Introduction: DIY Kubb Set
Kubb(aka Viking Chess) is a fun outdoor game in which you throw batons at blocks of wood:
It can be played on any surface - grass, sand, snow, dirt, whatever. Making a set is easy if you have some 4×4 lumber and dowels around, and one of the first projects I followed on this site was fungus amungus's instructions for doing exactly that. I've made a couple of sets for friends since and I wanted to make another, but had no 4×4 lumber or dowels and was disinclined to buy some when I had a lot of other wood lying around. This instructable will show you how to make an entire Kubb set with very little waste from 4.2 m of 2×4 construction lumber (~$4) and some wood glue, assuming you have access to a table saw. If not, buy the dowels and 4×4 you need, or pick up one of the many commercial sets (~$50) available. Or just use some firewood!
Step 1: Kubbs
Glue together two 1540 mm long 2×4s using plenty of wood glue. I used my garage door as a clamp (more examples of improvised clamps here). Rip away the edges to provide one square 70×70×1540 mm length. Cut into ten 150 mm lengths.
Step 2: Batons
Cut a 910 mm length of 2×4 and rip into 38×38 mm lengths. Rip again to an octagonal cross-section. There is an easy way to do this without measuring - just set the distance as shown in the second photo. For a square of side length 1, this generates a perfect octagon of side length √2-1 (0.4142...). Crosscut into six 300 mm lengths.
Step 3: King
Trim two 45° corners off a 1255 mm long 2×4 to give a trapezoidal cross-section. Cut into four 310 mm lengths. Glue together to form a square with 88 mm sides. I used some rubber surgical tubing as a "clamp". If the small hole in the middle bothers you, glue a piece of wood trimmed to the right dimensions inside. Trim the whole thing to exactly 300 mm, then carve additional decorations to make it as kingly as you see fit. I continued with the octagonal vibe and made some bevels with the table saw, and made a cross motif on the top to echo a chess king.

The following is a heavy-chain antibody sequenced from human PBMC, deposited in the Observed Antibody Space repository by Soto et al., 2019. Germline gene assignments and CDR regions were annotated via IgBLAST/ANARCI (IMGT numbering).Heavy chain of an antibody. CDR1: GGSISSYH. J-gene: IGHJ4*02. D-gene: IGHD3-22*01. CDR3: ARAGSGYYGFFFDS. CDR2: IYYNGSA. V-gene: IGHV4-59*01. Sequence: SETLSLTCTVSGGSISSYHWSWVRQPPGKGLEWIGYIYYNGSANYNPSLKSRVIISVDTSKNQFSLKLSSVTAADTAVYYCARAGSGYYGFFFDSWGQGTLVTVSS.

Step 4: Corner Markers
Use the 45° offcuts from ripping the king. Trim the edges and sharpen one end (I used a miter saw). You'll have enough to mark the corners and the center line and have spares. I made mine 350 mm long, cut out the knots, and got seven (1 spare). Use them to mark out a playing area 5 paces wide by 8 paces long, with center markers half way along the longer side. If you're feeling in a making mood, why not make a mallet to pound in the stakes?
Step 5: Finish
Coat with whatever you see fit. I put a clear coat on this set. It's going to take a battering so I can't recommend putting in too much effort into a softwood version.
Step 6: Go Play!
The rules are available online (pdf), or just watch the video. Both came from the U.S. National Kubb Championship webpage. Note that social games of kubb use the "tower rule" to prevent the games becoming interminable: thrown kubbs that are touching get stacked on top of each other.